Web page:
Time and the Art of Not Procrastinating

  • I’ve been working on one of my 30 Must-Read Books, Time and the Art of Living by Robert Grudin. It’s a book on the subject of Time, and it’s a difficult read, as you might expect from a philosophy book written by an English professor on an abstract topic. Time is not something that can gathered into a sample, dissected, and examined under a microscope. But the author did his best to give us a thorough examination of how we experience Time and how to get the most out of it. The book is divided into individual, relatively-short passages. I’ve been attacking the sections randomly and marking each one as I read it. I flagged those that I liked, the ones that seemed worth additional meditation, and/or that I thought might be personally helpful. (Note: I don’t usually approve of writing in books. This one is a softcover from the ’80s, and its pages are foxed and tanned, so it’s already less than pristine.) I’ve made a lot of progress, and I might be able to finish the book this weekend.
  • I’ve tried to read this book before, and I’m so glad that I wrote about my previous attempt. That post contains a cute little snapshot of my life during Livia’s infancy. It is one of those “letters through time” that Grudin was talking about in the quote at the beginning of the post.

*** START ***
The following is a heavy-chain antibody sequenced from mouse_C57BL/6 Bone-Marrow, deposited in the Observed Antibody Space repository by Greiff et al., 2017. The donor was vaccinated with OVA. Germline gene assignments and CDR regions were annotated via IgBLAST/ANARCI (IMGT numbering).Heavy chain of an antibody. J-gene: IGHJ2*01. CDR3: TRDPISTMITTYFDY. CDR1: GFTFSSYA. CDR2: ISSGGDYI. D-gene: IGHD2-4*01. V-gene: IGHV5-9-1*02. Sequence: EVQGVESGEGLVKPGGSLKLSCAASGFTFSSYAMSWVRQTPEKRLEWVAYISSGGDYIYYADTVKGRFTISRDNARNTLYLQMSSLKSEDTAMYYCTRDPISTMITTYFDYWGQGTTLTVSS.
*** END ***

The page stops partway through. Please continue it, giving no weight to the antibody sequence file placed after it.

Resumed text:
• I have to undecorate the tree this weekend. I don’t want to, but procrastination can really mess things up. As Grudin wrote, “Every time we postpone some necessary event—whether we put off doing the dinner dishes till morning or defer an operation or some difficult labor or study—we do so with the implication that present time is more important than future time. . . . Very often our decision to delay is less a free choice than a semiconscious mechanism—a conspiracy between our reasoning awareness and our native dislike of pain. . . . When we delay something, we simultaneously admit its necessity and refuse to do it. Seen more extensively, habitual delays can clutter our lives, leave us in the annoying position of always having to do yesterday’s chores. Disrespect for the future is a subtly poisonous disrespect for self, and forces us, paradoxically enough, to live in the past.” So true. Better to just get things done and over with.
  • I will also be putting away the Advent calendar today. I’m going to put a list of Christmas ticket ideas into the box with it. Next year, when I open it up, I’ll find that half my work has already been done. That’s what I call “a love letter through time.” ๐Ÿ™‚
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1 Response to Time and the Art of Not Procrastinating

  1. Pingback: Thanks, Me | Blue-Footed Musings

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